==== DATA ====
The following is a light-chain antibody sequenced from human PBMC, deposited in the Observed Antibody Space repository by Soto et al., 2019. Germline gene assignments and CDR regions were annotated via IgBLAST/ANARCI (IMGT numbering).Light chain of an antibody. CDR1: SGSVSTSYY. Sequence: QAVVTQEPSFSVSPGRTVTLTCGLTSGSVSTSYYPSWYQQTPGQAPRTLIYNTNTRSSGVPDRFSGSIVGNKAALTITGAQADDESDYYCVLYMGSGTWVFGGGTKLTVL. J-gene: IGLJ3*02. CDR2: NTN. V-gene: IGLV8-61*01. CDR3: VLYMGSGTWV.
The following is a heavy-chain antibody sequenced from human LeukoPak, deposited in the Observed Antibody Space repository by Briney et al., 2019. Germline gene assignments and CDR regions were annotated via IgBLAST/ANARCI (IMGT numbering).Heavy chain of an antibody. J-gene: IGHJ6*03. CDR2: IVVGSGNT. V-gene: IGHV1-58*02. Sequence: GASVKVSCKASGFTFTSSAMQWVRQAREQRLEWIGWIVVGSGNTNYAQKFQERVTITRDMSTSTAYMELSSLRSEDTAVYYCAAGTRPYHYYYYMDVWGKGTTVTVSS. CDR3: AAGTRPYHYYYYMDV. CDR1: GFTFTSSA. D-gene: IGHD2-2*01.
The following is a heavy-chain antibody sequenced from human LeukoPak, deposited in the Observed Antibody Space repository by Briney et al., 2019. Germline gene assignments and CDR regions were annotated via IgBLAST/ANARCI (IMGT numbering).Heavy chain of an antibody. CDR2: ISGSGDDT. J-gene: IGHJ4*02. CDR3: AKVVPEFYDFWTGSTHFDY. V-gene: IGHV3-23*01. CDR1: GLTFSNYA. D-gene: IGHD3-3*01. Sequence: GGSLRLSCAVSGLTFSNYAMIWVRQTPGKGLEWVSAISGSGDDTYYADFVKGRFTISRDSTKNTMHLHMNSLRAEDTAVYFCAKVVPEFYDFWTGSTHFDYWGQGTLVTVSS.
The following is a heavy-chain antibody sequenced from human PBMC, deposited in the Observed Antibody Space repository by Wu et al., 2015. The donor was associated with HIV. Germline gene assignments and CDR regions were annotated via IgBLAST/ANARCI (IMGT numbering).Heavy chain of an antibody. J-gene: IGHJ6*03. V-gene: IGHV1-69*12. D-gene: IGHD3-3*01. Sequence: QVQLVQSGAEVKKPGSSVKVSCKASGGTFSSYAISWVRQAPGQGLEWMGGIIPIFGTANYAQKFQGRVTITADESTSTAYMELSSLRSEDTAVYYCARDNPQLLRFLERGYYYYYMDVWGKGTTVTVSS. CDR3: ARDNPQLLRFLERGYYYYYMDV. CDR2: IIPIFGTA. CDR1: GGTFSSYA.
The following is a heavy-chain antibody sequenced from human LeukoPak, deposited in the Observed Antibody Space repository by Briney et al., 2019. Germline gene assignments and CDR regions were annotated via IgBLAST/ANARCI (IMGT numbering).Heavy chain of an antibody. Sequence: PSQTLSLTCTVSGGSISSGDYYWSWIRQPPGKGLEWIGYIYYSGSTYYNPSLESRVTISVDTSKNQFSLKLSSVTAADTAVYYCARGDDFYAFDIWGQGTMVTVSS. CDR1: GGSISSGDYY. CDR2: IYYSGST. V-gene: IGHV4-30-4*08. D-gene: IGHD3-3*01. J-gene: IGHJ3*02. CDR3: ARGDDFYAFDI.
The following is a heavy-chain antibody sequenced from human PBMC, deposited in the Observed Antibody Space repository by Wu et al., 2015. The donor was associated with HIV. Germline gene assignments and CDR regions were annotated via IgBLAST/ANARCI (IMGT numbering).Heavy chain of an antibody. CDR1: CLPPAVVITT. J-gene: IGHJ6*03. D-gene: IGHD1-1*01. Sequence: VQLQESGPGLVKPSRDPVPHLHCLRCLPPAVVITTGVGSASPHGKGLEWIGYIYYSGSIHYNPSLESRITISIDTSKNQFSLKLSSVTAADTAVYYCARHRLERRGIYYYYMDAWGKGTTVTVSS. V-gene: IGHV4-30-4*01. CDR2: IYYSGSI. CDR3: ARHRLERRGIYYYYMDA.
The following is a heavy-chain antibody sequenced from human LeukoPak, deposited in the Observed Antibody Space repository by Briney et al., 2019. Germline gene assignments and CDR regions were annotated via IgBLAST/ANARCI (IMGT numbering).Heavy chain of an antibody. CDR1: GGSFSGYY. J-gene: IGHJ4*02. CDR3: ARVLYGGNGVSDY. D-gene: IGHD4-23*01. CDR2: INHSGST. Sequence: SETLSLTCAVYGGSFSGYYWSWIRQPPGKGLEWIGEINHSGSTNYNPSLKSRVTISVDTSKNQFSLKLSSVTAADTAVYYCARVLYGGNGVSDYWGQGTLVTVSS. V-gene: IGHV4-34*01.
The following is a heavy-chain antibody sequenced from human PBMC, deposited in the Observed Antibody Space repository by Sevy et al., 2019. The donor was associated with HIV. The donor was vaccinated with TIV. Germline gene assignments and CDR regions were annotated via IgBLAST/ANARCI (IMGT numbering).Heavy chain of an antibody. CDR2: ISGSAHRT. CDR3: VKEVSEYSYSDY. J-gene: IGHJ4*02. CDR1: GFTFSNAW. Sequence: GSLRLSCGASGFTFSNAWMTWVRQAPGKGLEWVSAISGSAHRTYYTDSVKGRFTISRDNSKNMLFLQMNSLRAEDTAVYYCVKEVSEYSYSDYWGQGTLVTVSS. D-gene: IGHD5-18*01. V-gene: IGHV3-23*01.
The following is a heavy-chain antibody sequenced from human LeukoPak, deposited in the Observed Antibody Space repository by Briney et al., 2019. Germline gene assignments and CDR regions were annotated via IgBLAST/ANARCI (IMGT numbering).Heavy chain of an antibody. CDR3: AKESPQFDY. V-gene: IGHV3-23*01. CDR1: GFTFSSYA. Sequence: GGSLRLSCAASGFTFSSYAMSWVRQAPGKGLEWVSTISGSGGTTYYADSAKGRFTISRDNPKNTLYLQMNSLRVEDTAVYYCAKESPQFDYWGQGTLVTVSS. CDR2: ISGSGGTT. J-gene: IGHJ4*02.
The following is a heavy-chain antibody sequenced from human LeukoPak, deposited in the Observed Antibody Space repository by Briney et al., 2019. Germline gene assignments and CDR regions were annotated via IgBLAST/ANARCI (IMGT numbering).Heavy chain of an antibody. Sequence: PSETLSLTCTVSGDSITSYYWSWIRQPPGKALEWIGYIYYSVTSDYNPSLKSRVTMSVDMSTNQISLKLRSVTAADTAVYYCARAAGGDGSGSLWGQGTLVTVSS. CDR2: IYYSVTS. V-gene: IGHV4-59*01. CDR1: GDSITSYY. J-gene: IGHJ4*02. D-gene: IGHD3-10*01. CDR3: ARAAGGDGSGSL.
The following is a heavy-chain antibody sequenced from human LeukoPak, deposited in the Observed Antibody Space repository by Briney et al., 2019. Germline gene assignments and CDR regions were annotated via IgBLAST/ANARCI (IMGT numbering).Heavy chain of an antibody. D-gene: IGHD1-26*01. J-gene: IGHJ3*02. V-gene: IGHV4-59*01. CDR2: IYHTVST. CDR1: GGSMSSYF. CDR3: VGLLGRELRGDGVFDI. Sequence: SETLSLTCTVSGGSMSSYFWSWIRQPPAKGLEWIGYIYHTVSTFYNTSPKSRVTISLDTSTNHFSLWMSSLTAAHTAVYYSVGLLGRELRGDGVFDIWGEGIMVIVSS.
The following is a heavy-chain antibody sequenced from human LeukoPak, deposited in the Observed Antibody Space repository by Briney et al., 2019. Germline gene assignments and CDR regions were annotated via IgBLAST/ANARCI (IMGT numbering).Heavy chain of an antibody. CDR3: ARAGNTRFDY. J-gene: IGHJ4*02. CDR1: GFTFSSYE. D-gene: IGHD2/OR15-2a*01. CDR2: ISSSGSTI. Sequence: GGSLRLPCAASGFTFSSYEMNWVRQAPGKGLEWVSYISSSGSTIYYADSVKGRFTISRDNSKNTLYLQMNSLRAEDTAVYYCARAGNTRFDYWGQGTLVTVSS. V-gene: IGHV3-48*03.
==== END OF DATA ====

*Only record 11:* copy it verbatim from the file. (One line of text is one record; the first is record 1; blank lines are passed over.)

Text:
The following is a heavy-chain antibody sequenced from human LeukoPak, deposited in the Observed Antibody Space repository by Briney et al., 2019. Germline gene assignments and CDR regions were annotated via IgBLAST/ANARCI (IMGT numbering).Heavy chain of an antibody. D-gene: IGHD1-26*01. J-gene: IGHJ3*02. V-gene: IGHV4-59*01. CDR2: IYHTVST. CDR1: GGSMSSYF. CDR3: VGLLGRELRGDGVFDI. Sequence: SETLSLTCTVSGGSMSSYFWSWIRQPPAKGLEWIGYIYHTVSTFYNTSPKSRVTISLDTSTNHFSLWMSSLTAAHTAVYYSVGLLGRELRGDGVFDIWGEGIMVIVSS.